In the following year, his Muse awoke a livelier measure, to celebrate the union of the Princess Elizabeth with the Count Palatine of the Rhine. Mr. Dalrymple says, that no edition of the Epithalamia is mentioned earlier than 1622; but he might have found them in The Works of Master George Wither, published by Thomas Walkley, in 1620. According to Dr. Bliss, they were first printed in 4to., in 1613. At the commencement of the poems, Wither describes himself to have been "lately grieved more than can be expressed," and determining to "shut up his Muse in dark obscurity," he

In content, the better to repose,

A lonely grove upon a mountain chose,

East from Caer-winn, midway 'twixt Arle and Dis,

True springs where Britain's true Arcadia is.

But before he departed, the winter which, in a marginal note we are informed, was exceedingly tempestuous, had set in. His Muse ingeniously accounts to him for the recent floods, by the gathering together of the tributary streams of the Thames to honour the approaching " match betwixt great Thame and Rhine." For this hyperbole he might have pleaded the example of Bishop Hall, who had traced the unseasonable winter to the death of Prince

* When the women in Scotland, says an anonymous writer, quoted in Nichol's Progresses of Queen Elizabeth, v. iiu, p. 353, do lament the death of their dearest children, to comfort them it is ordinarily said, and is passed into a proverb, Did not good Prince Henry die?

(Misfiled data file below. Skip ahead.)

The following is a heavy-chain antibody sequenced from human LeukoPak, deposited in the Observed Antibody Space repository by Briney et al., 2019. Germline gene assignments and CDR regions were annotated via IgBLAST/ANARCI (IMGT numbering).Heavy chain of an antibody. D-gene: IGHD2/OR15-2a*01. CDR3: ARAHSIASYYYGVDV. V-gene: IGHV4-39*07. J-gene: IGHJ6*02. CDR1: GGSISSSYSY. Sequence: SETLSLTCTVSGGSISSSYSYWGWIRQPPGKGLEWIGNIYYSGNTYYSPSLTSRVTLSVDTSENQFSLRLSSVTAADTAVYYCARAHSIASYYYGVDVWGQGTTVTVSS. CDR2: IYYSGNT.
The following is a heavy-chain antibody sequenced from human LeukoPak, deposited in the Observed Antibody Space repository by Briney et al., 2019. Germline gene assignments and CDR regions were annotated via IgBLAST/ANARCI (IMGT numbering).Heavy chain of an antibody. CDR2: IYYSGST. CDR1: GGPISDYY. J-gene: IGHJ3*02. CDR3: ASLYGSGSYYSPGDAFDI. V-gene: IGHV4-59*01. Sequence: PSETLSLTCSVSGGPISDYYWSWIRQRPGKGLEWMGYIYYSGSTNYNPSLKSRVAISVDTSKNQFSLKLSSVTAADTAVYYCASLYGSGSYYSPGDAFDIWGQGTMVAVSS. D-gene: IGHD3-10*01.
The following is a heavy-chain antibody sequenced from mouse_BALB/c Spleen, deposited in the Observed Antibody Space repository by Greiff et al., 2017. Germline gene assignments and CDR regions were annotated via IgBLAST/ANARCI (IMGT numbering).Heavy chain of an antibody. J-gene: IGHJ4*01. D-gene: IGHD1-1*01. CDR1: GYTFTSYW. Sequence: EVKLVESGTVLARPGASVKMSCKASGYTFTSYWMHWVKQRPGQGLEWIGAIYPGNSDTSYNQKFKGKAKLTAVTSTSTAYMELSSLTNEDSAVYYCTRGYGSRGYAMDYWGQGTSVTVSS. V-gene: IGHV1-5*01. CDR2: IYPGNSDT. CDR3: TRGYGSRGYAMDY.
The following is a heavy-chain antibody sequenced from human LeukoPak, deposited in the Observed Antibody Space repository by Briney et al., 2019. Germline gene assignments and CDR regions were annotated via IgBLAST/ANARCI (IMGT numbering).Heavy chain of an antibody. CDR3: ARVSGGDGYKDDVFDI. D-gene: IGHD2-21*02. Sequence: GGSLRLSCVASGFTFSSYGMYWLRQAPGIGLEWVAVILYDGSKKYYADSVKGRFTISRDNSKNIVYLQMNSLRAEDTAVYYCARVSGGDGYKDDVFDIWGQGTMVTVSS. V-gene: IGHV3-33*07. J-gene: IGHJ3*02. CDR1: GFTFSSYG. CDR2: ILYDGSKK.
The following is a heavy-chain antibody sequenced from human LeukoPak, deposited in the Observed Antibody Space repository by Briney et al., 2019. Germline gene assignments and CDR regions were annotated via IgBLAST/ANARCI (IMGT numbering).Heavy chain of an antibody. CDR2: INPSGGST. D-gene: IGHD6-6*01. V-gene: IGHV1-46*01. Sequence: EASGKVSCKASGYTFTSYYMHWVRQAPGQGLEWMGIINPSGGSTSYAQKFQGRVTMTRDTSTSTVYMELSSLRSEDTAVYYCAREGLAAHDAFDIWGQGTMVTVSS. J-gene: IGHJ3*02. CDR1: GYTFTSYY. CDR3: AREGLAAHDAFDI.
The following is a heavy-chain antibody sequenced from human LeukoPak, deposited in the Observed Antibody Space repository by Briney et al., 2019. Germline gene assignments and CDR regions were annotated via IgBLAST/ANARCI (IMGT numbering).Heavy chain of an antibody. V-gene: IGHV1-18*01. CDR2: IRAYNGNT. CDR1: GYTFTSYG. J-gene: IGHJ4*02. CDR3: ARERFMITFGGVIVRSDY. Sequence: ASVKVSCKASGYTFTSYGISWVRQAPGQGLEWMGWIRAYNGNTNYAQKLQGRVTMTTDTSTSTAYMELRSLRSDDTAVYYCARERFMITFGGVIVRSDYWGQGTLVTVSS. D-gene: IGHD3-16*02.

Henry*. Our poet returned to London in the beginning of spring:—

My lonely life I suddenly forsook,

And to the Court again my journey took.

• * • * •

The winter 'gan to change in everything,
And seemed to borrow mildness of the spring,
The violet and primrose fresh did grow,
And, as in April, trimmed both copse and rowf.

Wither composed the Epithalamia with a twofold object: to honour the Princess, and to convince the public that he "had as well an affable look to encourage honesty, as a stern frown to cast on villainy. If the times would suffer me," he adds, "I could be as* pleasing as others, and, perhaps, ere long I will make you amends for my former rigour." The song of congratulation was worthy of himself and of the occasion; and the manner in which he recommends his rustic melody, is very graceful and tender:—